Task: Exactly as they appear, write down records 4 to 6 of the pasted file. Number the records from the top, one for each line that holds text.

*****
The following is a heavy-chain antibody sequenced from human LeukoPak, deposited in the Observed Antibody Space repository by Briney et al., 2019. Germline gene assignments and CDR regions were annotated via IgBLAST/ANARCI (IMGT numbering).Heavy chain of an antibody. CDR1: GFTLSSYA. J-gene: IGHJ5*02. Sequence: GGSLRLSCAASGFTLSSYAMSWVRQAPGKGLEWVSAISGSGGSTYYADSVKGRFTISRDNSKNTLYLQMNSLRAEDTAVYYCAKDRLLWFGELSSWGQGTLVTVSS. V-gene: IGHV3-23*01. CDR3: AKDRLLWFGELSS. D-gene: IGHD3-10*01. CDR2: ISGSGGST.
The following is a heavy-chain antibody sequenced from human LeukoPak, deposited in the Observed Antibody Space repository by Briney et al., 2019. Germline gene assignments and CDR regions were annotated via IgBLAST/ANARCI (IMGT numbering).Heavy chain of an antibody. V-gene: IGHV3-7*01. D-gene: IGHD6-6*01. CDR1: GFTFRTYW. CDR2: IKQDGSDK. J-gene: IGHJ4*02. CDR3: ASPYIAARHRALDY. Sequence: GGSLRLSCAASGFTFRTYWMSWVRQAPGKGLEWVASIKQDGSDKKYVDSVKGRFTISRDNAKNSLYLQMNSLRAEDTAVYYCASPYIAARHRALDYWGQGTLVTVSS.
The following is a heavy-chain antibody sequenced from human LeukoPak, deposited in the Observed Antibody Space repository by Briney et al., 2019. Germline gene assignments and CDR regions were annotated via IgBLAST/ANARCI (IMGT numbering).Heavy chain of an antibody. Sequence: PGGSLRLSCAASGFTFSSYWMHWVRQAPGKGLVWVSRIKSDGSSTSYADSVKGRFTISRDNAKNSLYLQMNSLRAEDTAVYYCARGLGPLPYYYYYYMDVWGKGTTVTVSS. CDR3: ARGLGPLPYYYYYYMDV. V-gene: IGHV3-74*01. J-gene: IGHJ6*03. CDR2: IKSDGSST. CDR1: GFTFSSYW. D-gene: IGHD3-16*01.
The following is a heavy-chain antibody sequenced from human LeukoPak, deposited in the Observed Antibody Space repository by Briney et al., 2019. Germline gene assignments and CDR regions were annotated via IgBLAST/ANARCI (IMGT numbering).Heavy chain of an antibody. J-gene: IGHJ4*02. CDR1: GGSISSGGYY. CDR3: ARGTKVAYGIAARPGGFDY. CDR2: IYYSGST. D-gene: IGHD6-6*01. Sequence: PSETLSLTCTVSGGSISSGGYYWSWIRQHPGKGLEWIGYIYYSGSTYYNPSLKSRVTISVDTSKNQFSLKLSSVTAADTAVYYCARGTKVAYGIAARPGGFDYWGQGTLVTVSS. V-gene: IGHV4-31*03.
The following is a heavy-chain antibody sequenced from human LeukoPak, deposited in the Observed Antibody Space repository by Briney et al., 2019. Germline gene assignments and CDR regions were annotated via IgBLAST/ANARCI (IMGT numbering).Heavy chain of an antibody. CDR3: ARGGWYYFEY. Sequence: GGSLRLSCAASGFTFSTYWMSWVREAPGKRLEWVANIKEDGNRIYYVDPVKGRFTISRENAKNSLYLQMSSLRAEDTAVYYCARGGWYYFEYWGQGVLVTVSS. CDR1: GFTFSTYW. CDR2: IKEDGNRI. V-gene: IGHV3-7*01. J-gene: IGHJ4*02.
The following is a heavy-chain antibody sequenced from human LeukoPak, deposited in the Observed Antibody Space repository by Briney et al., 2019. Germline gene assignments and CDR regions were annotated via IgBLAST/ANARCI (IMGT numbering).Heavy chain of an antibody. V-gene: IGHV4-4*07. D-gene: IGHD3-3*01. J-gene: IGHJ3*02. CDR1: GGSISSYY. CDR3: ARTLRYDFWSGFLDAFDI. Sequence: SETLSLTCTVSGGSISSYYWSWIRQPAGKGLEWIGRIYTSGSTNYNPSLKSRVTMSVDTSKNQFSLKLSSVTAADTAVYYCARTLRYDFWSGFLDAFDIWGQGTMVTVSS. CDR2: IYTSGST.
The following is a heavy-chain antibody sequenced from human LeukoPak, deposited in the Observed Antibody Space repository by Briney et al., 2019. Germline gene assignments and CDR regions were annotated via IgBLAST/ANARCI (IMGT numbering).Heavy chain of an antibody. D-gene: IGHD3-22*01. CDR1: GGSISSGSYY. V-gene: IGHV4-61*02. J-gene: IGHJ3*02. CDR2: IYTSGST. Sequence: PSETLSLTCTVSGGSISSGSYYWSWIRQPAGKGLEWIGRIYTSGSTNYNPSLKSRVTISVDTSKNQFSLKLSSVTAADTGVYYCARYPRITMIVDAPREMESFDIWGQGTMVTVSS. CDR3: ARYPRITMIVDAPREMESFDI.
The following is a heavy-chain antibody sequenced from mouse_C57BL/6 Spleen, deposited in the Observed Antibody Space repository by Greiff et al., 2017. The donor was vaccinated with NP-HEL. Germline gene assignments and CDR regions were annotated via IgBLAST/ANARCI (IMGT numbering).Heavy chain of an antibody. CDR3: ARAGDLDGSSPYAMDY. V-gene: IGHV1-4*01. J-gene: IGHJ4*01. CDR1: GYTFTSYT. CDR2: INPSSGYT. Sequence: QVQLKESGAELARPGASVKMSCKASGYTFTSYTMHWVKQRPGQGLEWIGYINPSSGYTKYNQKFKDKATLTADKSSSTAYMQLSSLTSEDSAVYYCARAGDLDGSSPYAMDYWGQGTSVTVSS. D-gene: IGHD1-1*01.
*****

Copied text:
The following is a heavy-chain antibody sequenced from human LeukoPak, deposited in the Observed Antibody Space repository by Briney et al., 2019. Germline gene assignments and CDR regions were annotated via IgBLAST/ANARCI (IMGT numbering).Heavy chain of an antibody. J-gene: IGHJ4*02. CDR1: GGSISSGGYY. CDR3: ARGTKVAYGIAARPGGFDY. CDR2: IYYSGST. D-gene: IGHD6-6*01. Sequence: PSETLSLTCTVSGGSISSGGYYWSWIRQHPGKGLEWIGYIYYSGSTYYNPSLKSRVTISVDTSKNQFSLKLSSVTAADTAVYYCARGTKVAYGIAARPGGFDYWGQGTLVTVSS. V-gene: IGHV4-31*03.
The following is a heavy-chain antibody sequenced from human LeukoPak, deposited in the Observed Antibody Space repository by Briney et al., 2019. Germline gene assignments and CDR regions were annotated via IgBLAST/ANARCI (IMGT numbering).Heavy chain of an antibody. CDR3: ARGGWYYFEY. Sequence: GGSLRLSCAASGFTFSTYWMSWVREAPGKRLEWVANIKEDGNRIYYVDPVKGRFTISRENAKNSLYLQMSSLRAEDTAVYYCARGGWYYFEYWGQGVLVTVSS. CDR1: GFTFSTYW. CDR2: IKEDGNRI. V-gene: IGHV3-7*01. J-gene: IGHJ4*02.
The following is a heavy-chain antibody sequenced from human LeukoPak, deposited in the Observed Antibody Space repository by Briney et al., 2019. Germline gene assignments and CDR regions were annotated via IgBLAST/ANARCI (IMGT numbering).Heavy chain of an antibody. V-gene: IGHV4-4*07. D-gene: IGHD3-3*01. J-gene: IGHJ3*02. CDR1: GGSISSYY. CDR3: ARTLRYDFWSGFLDAFDI. Sequence: SETLSLTCTVSGGSISSYYWSWIRQPAGKGLEWIGRIYTSGSTNYNPSLKSRVTMSVDTSKNQFSLKLSSVTAADTAVYYCARTLRYDFWSGFLDAFDIWGQGTMVTVSS. CDR2: IYTSGST.